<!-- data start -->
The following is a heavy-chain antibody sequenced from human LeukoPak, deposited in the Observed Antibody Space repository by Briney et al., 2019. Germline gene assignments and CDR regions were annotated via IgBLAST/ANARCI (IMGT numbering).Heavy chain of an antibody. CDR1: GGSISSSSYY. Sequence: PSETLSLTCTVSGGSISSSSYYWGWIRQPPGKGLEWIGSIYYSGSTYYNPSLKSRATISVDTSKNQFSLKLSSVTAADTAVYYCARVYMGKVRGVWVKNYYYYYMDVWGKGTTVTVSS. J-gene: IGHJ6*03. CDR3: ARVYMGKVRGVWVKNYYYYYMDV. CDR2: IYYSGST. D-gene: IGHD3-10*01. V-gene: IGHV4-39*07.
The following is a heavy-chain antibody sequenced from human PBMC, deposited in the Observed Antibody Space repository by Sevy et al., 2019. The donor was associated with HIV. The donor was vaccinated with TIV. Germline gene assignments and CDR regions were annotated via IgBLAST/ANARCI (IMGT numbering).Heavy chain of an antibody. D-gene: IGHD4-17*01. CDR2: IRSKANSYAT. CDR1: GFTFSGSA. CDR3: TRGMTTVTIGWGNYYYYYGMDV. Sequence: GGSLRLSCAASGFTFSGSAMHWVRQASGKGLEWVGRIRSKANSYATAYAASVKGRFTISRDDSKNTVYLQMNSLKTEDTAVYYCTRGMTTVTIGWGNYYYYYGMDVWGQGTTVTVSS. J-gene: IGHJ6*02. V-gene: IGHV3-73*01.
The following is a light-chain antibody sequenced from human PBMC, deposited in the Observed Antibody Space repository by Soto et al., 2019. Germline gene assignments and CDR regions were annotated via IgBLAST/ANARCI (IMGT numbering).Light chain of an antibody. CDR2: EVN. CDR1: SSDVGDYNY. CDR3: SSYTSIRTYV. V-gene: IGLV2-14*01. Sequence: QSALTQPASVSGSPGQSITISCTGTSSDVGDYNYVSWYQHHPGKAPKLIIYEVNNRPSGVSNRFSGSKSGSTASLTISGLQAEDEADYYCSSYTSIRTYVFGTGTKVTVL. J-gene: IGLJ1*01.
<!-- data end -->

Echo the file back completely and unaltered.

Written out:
The following is a heavy-chain antibody sequenced from human LeukoPak, deposited in the Observed Antibody Space repository by Briney et al., 2019. Germline gene assignments and CDR regions were annotated via IgBLAST/ANARCI (IMGT numbering).Heavy chain of an antibody. CDR1: GGSISSSSYY. Sequence: PSETLSLTCTVSGGSISSSSYYWGWIRQPPGKGLEWIGSIYYSGSTYYNPSLKSRATISVDTSKNQFSLKLSSVTAADTAVYYCARVYMGKVRGVWVKNYYYYYMDVWGKGTTVTVSS. J-gene: IGHJ6*03. CDR3: ARVYMGKVRGVWVKNYYYYYMDV. CDR2: IYYSGST. D-gene: IGHD3-10*01. V-gene: IGHV4-39*07.
The following is a heavy-chain antibody sequenced from human PBMC, deposited in the Observed Antibody Space repository by Sevy et al., 2019. The donor was associated with HIV. The donor was vaccinated with TIV. Germline gene assignments and CDR regions were annotated via IgBLAST/ANARCI (IMGT numbering).Heavy chain of an antibody. D-gene: IGHD4-17*01. CDR2: IRSKANSYAT. CDR1: GFTFSGSA. CDR3: TRGMTTVTIGWGNYYYYYGMDV. Sequence: GGSLRLSCAASGFTFSGSAMHWVRQASGKGLEWVGRIRSKANSYATAYAASVKGRFTISRDDSKNTVYLQMNSLKTEDTAVYYCTRGMTTVTIGWGNYYYYYGMDVWGQGTTVTVSS. J-gene: IGHJ6*02. V-gene: IGHV3-73*01.
The following is a light-chain antibody sequenced from human PBMC, deposited in the Observed Antibody Space repository by Soto et al., 2019. Germline gene assignments and CDR regions were annotated via IgBLAST/ANARCI (IMGT numbering).Light chain of an antibody. CDR2: EVN. CDR1: SSDVGDYNY. CDR3: SSYTSIRTYV. V-gene: IGLV2-14*01. Sequence: QSALTQPASVSGSPGQSITISCTGTSSDVGDYNYVSWYQHHPGKAPKLIIYEVNNRPSGVSNRFSGSKSGSTASLTISGLQAEDEADYYCSSYTSIRTYVFGTGTKVTVL. J-gene: IGLJ1*01.